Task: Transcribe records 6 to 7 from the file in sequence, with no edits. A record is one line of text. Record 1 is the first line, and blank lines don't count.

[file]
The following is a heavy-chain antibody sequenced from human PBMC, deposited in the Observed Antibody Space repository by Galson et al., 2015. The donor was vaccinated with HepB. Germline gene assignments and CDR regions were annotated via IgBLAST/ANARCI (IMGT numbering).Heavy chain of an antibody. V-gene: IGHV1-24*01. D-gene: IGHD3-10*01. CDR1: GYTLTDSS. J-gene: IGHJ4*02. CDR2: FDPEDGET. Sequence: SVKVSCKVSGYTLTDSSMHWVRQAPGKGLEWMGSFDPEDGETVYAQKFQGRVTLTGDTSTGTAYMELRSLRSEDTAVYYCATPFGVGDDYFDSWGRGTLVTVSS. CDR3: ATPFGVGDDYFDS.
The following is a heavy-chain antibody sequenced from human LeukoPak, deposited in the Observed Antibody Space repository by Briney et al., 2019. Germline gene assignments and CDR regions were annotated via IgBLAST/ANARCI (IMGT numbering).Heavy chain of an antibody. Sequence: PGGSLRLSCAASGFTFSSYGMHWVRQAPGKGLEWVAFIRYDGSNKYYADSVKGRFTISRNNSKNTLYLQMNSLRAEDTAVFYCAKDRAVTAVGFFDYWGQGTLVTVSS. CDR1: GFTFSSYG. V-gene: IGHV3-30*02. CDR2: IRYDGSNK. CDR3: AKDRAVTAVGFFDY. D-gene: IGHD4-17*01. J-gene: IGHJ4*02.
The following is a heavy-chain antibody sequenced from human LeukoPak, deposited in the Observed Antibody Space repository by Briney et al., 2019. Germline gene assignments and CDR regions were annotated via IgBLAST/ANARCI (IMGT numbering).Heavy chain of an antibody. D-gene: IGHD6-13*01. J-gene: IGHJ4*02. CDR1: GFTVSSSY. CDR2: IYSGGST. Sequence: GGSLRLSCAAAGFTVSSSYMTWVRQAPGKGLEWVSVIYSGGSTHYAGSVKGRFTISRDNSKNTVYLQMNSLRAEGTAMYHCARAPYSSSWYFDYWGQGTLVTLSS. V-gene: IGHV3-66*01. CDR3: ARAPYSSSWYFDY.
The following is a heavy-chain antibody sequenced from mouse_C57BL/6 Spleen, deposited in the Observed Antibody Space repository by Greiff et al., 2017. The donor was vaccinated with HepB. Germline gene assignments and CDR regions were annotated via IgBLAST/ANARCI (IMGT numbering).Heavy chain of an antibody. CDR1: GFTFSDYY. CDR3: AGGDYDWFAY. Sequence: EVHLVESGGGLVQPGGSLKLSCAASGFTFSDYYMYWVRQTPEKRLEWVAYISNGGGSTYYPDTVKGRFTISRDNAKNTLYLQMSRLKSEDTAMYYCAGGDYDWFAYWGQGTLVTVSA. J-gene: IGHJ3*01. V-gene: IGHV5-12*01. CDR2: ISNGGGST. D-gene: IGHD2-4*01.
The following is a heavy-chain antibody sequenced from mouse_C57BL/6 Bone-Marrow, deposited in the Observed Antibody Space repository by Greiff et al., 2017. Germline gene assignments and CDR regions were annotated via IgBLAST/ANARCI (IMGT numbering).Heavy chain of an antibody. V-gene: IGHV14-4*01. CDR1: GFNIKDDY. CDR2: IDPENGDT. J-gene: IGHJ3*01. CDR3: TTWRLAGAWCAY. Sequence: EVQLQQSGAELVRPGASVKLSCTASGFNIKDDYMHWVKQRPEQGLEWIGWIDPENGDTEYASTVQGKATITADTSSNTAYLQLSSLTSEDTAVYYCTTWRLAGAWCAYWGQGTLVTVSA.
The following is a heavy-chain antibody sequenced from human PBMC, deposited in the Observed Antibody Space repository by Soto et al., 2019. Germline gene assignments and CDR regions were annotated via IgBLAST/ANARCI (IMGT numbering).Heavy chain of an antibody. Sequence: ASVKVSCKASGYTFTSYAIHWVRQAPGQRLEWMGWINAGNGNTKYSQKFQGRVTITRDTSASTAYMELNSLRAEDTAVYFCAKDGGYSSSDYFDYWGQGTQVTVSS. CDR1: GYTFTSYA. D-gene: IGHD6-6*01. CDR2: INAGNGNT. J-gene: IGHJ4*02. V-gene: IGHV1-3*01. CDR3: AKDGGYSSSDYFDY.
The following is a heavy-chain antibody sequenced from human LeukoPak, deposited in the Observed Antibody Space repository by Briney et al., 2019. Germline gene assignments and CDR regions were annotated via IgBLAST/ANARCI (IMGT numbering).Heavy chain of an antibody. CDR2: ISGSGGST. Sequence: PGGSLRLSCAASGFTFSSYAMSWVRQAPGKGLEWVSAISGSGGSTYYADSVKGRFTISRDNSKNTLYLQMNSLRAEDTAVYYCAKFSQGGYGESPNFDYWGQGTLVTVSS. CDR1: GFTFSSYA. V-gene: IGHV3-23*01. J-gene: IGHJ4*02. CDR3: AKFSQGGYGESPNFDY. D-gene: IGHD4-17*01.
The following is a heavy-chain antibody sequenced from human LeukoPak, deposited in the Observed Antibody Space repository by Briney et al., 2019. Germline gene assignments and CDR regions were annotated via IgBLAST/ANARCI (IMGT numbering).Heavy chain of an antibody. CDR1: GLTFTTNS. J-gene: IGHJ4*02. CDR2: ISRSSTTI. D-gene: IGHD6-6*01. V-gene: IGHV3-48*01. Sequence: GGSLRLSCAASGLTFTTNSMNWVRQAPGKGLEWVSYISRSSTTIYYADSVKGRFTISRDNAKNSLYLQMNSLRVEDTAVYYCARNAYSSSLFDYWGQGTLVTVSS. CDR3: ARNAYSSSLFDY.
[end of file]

The following is a heavy-chain antibody sequenced from human PBMC, deposited in the Observed Antibody Space repository by Soto et al., 2019. Germline gene assignments and CDR regions were annotated via IgBLAST/ANARCI (IMGT numbering).Heavy chain of an antibody. Sequence: ASVKVSCKASGYTFTSYAIHWVRQAPGQRLEWMGWINAGNGNTKYSQKFQGRVTITRDTSASTAYMELNSLRAEDTAVYFCAKDGGYSSSDYFDYWGQGTQVTVSS. CDR1: GYTFTSYA. D-gene: IGHD6-6*01. CDR2: INAGNGNT. J-gene: IGHJ4*02. V-gene: IGHV1-3*01. CDR3: AKDGGYSSSDYFDY.
The following is a heavy-chain antibody sequenced from human LeukoPak, deposited in the Observed Antibody Space repository by Briney et al., 2019. Germline gene assignments and CDR regions were annotated via IgBLAST/ANARCI (IMGT numbering).Heavy chain of an antibody. CDR2: ISGSGGST. Sequence: PGGSLRLSCAASGFTFSSYAMSWVRQAPGKGLEWVSAISGSGGSTYYADSVKGRFTISRDNSKNTLYLQMNSLRAEDTAVYYCAKFSQGGYGESPNFDYWGQGTLVTVSS. CDR1: GFTFSSYA. V-gene: IGHV3-23*01. J-gene: IGHJ4*02. CDR3: AKFSQGGYGESPNFDY. D-gene: IGHD4-17*01.